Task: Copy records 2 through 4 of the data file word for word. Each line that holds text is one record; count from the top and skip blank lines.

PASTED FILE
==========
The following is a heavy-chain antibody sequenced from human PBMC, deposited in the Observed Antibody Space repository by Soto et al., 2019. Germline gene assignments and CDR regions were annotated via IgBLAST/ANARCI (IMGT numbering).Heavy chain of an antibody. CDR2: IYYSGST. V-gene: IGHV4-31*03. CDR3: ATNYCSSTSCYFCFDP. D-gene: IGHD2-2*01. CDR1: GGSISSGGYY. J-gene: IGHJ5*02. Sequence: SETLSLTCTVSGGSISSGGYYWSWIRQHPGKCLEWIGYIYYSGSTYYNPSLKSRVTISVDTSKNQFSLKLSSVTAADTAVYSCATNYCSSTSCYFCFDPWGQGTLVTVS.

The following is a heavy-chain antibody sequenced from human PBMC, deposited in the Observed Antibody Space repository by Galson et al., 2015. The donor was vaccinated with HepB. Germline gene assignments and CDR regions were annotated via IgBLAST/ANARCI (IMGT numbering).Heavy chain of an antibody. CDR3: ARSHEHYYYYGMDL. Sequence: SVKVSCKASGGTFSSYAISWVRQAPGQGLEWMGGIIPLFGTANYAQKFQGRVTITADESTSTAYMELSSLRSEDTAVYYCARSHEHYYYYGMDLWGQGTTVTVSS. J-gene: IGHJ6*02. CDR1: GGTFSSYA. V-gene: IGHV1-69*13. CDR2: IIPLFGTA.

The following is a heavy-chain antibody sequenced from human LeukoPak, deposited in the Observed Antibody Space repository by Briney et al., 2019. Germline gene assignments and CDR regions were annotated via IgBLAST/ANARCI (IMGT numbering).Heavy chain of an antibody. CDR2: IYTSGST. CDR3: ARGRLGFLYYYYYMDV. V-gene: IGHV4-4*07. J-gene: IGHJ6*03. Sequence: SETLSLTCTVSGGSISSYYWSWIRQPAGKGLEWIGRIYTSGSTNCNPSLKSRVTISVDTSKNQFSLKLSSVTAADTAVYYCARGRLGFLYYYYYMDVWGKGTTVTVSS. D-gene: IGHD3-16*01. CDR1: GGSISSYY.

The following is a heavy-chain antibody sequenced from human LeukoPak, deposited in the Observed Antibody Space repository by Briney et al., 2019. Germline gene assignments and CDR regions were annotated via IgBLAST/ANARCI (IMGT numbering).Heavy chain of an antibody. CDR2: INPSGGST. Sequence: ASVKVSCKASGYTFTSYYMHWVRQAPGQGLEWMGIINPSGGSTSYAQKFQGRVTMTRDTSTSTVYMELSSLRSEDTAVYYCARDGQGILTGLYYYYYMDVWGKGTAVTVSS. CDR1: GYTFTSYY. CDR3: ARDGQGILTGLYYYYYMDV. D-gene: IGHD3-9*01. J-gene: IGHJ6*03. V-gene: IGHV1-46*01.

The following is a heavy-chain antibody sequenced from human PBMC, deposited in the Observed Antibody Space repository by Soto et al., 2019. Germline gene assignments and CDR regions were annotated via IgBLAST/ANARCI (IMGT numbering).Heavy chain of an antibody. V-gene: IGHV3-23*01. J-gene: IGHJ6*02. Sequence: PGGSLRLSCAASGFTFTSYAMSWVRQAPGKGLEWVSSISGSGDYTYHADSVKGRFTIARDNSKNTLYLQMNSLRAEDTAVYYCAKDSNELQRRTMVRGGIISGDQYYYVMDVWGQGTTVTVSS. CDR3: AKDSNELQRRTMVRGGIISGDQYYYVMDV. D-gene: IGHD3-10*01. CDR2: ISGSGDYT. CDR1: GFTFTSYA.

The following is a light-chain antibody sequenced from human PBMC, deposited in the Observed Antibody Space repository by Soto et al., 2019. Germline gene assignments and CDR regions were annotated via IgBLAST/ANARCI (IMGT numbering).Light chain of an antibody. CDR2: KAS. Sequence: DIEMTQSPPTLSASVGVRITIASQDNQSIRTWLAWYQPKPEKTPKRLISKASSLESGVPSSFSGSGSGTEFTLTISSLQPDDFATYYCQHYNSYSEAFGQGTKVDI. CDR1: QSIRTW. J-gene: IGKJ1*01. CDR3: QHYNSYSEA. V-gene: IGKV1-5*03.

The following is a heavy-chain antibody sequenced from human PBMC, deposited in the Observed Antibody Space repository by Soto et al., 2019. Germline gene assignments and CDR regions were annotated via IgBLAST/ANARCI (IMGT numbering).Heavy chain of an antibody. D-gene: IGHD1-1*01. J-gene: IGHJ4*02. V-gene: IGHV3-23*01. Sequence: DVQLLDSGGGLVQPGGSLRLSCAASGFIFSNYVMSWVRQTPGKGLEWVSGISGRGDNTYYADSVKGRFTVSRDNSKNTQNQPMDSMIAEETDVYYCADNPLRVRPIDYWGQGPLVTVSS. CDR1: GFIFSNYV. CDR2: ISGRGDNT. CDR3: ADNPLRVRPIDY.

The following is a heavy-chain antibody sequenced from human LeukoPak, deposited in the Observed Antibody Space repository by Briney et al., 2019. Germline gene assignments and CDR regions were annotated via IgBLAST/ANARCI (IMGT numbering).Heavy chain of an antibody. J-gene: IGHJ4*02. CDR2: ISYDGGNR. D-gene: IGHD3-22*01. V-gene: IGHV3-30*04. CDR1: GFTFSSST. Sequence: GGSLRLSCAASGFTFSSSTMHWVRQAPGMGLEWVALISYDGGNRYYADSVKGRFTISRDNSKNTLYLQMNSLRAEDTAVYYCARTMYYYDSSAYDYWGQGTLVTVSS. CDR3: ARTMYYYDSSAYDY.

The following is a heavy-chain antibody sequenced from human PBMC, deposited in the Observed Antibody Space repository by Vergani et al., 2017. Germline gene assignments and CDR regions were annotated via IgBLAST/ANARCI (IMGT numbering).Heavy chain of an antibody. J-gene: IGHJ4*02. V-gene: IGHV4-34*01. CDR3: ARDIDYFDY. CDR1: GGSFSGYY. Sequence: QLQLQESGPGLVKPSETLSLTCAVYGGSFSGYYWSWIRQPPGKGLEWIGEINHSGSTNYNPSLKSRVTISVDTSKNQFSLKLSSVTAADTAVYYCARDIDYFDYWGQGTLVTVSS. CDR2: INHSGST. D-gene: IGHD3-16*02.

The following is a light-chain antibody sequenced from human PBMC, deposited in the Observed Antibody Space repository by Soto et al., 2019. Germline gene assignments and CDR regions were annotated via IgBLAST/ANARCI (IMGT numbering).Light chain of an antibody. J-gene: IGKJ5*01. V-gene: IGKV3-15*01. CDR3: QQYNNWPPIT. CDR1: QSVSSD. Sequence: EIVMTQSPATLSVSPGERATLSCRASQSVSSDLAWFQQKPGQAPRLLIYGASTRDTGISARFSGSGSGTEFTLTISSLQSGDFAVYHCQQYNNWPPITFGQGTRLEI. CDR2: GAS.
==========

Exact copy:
The following is a heavy-chain antibody sequenced from human PBMC, deposited in the Observed Antibody Space repository by Galson et al., 2015. The donor was vaccinated with HepB. Germline gene assignments and CDR regions were annotated via IgBLAST/ANARCI (IMGT numbering).Heavy chain of an antibody. CDR3: ARSHEHYYYYGMDL. Sequence: SVKVSCKASGGTFSSYAISWVRQAPGQGLEWMGGIIPLFGTANYAQKFQGRVTITADESTSTAYMELSSLRSEDTAVYYCARSHEHYYYYGMDLWGQGTTVTVSS. J-gene: IGHJ6*02. CDR1: GGTFSSYA. V-gene: IGHV1-69*13. CDR2: IIPLFGTA.

The following is a heavy-chain antibody sequenced from human LeukoPak, deposited in the Observed Antibody Space repository by Briney et al., 2019. Germline gene assignments and CDR regions were annotated via IgBLAST/ANARCI (IMGT numbering).Heavy chain of an antibody. CDR2: IYTSGST. CDR3: ARGRLGFLYYYYYMDV. V-gene: IGHV4-4*07. J-gene: IGHJ6*03. Sequence: SETLSLTCTVSGGSISSYYWSWIRQPAGKGLEWIGRIYTSGSTNCNPSLKSRVTISVDTSKNQFSLKLSSVTAADTAVYYCARGRLGFLYYYYYMDVWGKGTTVTVSS. D-gene: IGHD3-16*01. CDR1: GGSISSYY.

The following is a heavy-chain antibody sequenced from human LeukoPak, deposited in the Observed Antibody Space repository by Briney et al., 2019. Germline gene assignments and CDR regions were annotated via IgBLAST/ANARCI (IMGT numbering).Heavy chain of an antibody. CDR2: INPSGGST. Sequence: ASVKVSCKASGYTFTSYYMHWVRQAPGQGLEWMGIINPSGGSTSYAQKFQGRVTMTRDTSTSTVYMELSSLRSEDTAVYYCARDGQGILTGLYYYYYMDVWGKGTAVTVSS. CDR1: GYTFTSYY. CDR3: ARDGQGILTGLYYYYYMDV. D-gene: IGHD3-9*01. J-gene: IGHJ6*03. V-gene: IGHV1-46*01.